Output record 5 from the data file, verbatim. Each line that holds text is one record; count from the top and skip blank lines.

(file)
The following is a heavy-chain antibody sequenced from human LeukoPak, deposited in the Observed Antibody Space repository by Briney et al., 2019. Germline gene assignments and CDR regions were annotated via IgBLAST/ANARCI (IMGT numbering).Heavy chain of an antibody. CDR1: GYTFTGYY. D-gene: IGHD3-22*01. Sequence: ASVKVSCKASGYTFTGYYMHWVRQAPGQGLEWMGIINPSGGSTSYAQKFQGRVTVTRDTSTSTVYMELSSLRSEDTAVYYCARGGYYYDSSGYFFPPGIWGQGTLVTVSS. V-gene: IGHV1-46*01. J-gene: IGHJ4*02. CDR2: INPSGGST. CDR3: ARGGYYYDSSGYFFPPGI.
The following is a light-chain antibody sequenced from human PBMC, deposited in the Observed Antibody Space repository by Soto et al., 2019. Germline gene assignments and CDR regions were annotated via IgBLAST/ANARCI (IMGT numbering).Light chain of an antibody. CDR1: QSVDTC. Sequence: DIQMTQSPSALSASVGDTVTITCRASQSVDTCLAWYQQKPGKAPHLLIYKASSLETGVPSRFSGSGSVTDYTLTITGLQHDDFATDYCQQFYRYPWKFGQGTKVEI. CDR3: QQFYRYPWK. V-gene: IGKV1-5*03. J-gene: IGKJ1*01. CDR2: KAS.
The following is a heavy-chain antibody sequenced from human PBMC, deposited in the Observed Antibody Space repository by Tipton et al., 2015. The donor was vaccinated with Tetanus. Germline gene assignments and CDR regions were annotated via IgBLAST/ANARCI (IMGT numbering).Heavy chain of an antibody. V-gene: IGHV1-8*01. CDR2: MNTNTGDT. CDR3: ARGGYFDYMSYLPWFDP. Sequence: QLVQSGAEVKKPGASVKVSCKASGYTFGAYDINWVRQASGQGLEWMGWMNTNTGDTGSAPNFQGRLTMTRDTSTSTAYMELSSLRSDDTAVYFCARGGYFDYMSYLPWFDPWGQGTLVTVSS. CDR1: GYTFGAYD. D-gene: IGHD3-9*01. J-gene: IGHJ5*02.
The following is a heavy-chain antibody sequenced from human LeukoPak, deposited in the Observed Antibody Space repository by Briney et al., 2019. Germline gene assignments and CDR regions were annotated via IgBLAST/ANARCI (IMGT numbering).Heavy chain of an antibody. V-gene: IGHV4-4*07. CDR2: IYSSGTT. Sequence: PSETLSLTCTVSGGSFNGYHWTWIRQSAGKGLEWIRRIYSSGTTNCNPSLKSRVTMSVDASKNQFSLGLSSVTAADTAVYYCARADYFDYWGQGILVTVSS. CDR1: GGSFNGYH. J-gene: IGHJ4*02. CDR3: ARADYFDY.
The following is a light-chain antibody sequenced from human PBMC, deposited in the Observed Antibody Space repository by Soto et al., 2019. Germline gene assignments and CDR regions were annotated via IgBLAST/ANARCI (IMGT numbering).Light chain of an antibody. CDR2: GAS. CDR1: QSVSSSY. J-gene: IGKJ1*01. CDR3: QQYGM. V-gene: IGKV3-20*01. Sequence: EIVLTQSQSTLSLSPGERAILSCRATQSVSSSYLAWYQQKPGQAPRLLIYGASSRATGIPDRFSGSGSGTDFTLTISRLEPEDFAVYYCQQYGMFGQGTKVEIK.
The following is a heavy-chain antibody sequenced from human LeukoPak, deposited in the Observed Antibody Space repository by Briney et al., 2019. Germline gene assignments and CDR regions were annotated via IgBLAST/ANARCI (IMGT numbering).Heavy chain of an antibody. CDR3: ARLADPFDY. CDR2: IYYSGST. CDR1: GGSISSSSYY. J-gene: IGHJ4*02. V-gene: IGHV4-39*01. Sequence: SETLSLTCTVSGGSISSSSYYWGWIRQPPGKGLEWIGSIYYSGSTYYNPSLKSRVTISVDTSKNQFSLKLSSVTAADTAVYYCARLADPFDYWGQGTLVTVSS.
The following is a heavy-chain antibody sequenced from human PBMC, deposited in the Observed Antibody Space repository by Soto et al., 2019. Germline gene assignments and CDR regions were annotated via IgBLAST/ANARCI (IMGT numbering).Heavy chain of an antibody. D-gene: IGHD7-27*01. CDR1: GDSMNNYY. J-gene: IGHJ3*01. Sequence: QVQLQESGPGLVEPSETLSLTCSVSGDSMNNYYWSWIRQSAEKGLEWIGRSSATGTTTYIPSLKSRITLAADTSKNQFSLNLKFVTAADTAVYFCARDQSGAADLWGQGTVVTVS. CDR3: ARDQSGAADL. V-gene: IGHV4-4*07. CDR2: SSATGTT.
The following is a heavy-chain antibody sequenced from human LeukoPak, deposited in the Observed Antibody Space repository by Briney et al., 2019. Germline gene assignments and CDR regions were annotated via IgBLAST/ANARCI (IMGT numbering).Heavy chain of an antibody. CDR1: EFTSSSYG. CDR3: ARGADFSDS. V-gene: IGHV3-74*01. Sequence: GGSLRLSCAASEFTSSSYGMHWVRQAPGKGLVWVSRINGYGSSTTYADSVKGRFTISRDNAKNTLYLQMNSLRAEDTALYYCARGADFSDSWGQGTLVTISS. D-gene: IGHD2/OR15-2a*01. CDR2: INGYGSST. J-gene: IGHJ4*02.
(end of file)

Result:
The following is a light-chain antibody sequenced from human PBMC, deposited in the Observed Antibody Space repository by Soto et al., 2019. Germline gene assignments and CDR regions were annotated via IgBLAST/ANARCI (IMGT numbering).Light chain of an antibody. CDR2: GAS. CDR1: QSVSSSY. J-gene: IGKJ1*01. CDR3: QQYGM. V-gene: IGKV3-20*01. Sequence: EIVLTQSQSTLSLSPGERAILSCRATQSVSSSYLAWYQQKPGQAPRLLIYGASSRATGIPDRFSGSGSGTDFTLTISRLEPEDFAVYYCQQYGMFGQGTKVEIK.